ESP is your security protocol so no need to change this.

NAT Traversal should be enabled. If you are connecting two Windows networks then NetBIOS can be enabled for Windows management traffic and machine location - such as computer browser service and the like - to function fully.

The WAN interface I am using is WAN1 and so this remains the same and the DrayTek local LAN settings of 100.100.100.0/24 go into the local gateway settings. Leaving the other settings as default simply means that the DrayTek will use it's LAN and WAN settings as it's ID for the VPN which is fine in this example.

Under the remote gateway settings we add the external address of the Firebox and it's LAN address. This is the instruction to the DrayTek about encrypting traffic bound for a certain destination and what the traffic should be expecting when it arrives.

Once you have completed the above, click the advanced tab at the top of the page.

Now we configure the DrayTek phase 1 & 2 settings. On the Firebox we assigned an 8 hour AES 256-bit DH group 5 and so we complete the DrayTek in the same way as below:

Once again we choose 'main' as the mode and tick the Perfect Forward Secret box for PFS to be enabled.

Say OK and you will see that the VPN is now set.

You can monitor under  VPN IPsec Status and see the VPN comes up when you ping something on the other internal LAN:

The above shows the VPN has been picked up with the correct IP and LAN subnets ;)

 

 

DrayTek Vigor 2800 to Watchguard Firebox X550e Core VPN

4. March 2016 07:41 by sirclesadmin in Internet Security, VPN
Watchguard Firebox X550e v8.3 to Draytek VPN A DrayTek - Watchguard IPSec VPN DrayTek Vigor 2800

Watchguard Firebox X550e v8.3 to Draytek VPN


A DrayTek - Watchguard IPSec VPN

I would like to begin by dispelling a few myths about the way these two - particularly the Draytek Vigor - Firewalls behave. It is written time and time again on the SEG and Draytek websites that various unrelated pages of the configuration matter to both sets of configuration. These facts are often misleading and you can spend hours wondering if it is the name of your profile in the Draytek VPN configuration page that is causing your problem or that perhaps it is the name you have assigned to a Gateway Endpoint in the Watchguard, These configuration names are totally transparent to the other endpoint - they are after all security devices and do not give out data without a good reason - and so you should call them whatever you think is a convenient name.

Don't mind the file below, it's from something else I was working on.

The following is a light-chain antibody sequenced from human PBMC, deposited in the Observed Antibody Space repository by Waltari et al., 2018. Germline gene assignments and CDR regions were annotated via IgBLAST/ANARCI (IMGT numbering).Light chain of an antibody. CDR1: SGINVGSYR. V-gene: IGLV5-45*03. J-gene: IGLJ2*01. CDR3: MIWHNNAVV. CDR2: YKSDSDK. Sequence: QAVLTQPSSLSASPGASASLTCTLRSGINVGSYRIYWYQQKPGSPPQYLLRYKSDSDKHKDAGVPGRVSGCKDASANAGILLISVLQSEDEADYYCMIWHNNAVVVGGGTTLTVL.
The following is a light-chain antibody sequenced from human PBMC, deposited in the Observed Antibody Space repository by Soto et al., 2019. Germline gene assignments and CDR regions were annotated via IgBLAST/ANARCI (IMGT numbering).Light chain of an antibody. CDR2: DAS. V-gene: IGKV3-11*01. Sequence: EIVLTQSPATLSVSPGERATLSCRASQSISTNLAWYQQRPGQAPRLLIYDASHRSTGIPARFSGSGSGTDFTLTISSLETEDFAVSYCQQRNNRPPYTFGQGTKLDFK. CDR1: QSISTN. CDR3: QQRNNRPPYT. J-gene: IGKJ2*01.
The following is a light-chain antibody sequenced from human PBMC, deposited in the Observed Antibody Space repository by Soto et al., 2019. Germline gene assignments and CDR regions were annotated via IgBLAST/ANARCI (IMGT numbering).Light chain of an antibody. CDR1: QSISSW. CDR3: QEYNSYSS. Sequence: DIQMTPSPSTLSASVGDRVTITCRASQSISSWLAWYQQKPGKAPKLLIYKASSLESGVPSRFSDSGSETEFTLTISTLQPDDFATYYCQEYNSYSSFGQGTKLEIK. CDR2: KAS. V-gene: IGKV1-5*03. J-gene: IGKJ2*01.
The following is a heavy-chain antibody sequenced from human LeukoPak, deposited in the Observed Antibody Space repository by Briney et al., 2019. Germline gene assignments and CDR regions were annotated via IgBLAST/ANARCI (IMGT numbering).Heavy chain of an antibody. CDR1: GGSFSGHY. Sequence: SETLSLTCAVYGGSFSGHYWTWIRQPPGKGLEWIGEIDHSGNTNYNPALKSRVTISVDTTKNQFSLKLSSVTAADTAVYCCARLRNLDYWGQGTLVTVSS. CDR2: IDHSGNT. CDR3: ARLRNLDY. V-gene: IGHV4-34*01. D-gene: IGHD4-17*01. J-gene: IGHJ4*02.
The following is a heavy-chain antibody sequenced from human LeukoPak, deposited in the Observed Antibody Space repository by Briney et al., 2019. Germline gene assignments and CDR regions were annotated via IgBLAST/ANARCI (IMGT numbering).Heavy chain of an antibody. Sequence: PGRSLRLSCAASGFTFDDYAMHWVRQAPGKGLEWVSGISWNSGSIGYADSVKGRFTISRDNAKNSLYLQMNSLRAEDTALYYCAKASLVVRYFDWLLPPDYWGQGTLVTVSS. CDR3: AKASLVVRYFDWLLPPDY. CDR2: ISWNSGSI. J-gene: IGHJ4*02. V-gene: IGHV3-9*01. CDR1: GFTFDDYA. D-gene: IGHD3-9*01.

Before you begin a configuration of a VPN using AES or 3DES over a distance bear in mind that the Firebox and other enterprise devices like the PIX or Checkpoint require licenses in order to use each piece of functionality and that if you do not have a license for an AES VPN then do not try and connect one as you will be wasting your time. If you are using a DryaTek 2800/2900 series then bear in mind that the AES these routers support on the latest firmware at time of writing is 128 bit and not 256 bit as is required by the Watchguard 550s and above so if you want to go the AES route, buy a DrayTek 3300 or 2950.

First let us deal with the configuration of the Draytek as it is very simple and it will allow me to make clear what actually does  make a difference in the Draytek LAN-to-LAN configuration. Firstly do not worry about the 'IPSec General Setup' page (called the VPN IKE / IPSec General Setup on the 2600 ) as this is simply for dial in users who wish to use L2TP over IPSec or are dialling in with a dynamic IP. If you are specifying the IP at each end then stick to the LAN-to-LAN configuration page.

What you will need to know:

  • External IP Address of the Firewall at each end (the Real IP Address that you can get by going to 'http://whatismyip.com from each internal network
  • The internal network of each network inside of each firewall - typically 192.168.x.0/24 where the /24 indicates it is a class C 255.255.255.0 network but it may not be so make sure you find out.
  • The type of Encryption - will it be encrypted? Are you using ESP with 3DES or 256 bit AES? What are the SA timeouts?